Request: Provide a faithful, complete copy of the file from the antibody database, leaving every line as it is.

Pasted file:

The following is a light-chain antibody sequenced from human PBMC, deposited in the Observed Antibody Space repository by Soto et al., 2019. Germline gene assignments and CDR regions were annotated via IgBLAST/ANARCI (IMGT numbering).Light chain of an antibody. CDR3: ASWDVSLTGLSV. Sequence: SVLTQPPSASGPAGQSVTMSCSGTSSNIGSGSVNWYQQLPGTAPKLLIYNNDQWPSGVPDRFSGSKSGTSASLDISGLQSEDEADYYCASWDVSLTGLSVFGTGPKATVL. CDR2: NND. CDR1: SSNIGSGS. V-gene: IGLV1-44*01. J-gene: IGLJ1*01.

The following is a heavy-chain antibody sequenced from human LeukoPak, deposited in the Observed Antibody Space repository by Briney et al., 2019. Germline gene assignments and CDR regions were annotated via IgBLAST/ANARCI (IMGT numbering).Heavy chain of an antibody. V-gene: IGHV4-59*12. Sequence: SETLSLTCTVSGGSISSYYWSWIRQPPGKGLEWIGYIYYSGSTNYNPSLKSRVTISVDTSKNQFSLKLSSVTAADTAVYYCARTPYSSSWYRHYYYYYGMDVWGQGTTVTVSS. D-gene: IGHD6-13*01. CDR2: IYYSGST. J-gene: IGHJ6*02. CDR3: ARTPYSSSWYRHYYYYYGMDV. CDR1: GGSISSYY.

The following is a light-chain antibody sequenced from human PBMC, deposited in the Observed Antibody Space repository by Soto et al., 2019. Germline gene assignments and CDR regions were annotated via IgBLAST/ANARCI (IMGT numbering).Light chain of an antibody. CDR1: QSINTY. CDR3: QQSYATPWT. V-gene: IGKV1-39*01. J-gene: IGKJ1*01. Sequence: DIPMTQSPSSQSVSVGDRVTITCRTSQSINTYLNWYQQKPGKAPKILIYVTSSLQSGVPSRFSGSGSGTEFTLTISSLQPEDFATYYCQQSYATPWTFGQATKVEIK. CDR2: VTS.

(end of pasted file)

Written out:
The following is a light-chain antibody sequenced from human PBMC, deposited in the Observed Antibody Space repository by Soto et al., 2019. Germline gene assignments and CDR regions were annotated via IgBLAST/ANARCI (IMGT numbering).Light chain of an antibody. CDR3: ASWDVSLTGLSV. Sequence: SVLTQPPSASGPAGQSVTMSCSGTSSNIGSGSVNWYQQLPGTAPKLLIYNNDQWPSGVPDRFSGSKSGTSASLDISGLQSEDEADYYCASWDVSLTGLSVFGTGPKATVL. CDR2: NND. CDR1: SSNIGSGS. V-gene: IGLV1-44*01. J-gene: IGLJ1*01.

The following is a heavy-chain antibody sequenced from human LeukoPak, deposited in the Observed Antibody Space repository by Briney et al., 2019. Germline gene assignments and CDR regions were annotated via IgBLAST/ANARCI (IMGT numbering).Heavy chain of an antibody. V-gene: IGHV4-59*12. Sequence: SETLSLTCTVSGGSISSYYWSWIRQPPGKGLEWIGYIYYSGSTNYNPSLKSRVTISVDTSKNQFSLKLSSVTAADTAVYYCARTPYSSSWYRHYYYYYGMDVWGQGTTVTVSS. D-gene: IGHD6-13*01. CDR2: IYYSGST. J-gene: IGHJ6*02. CDR3: ARTPYSSSWYRHYYYYYGMDV. CDR1: GGSISSYY.

The following is a light-chain antibody sequenced from human PBMC, deposited in the Observed Antibody Space repository by Soto et al., 2019. Germline gene assignments and CDR regions were annotated via IgBLAST/ANARCI (IMGT numbering).Light chain of an antibody. CDR1: QSINTY. CDR3: QQSYATPWT. V-gene: IGKV1-39*01. J-gene: IGKJ1*01. Sequence: DIPMTQSPSSQSVSVGDRVTITCRTSQSINTYLNWYQQKPGKAPKILIYVTSSLQSGVPSRFSGSGSGTEFTLTISSLQPEDFATYYCQQSYATPWTFGQATKVEIK. CDR2: VTS.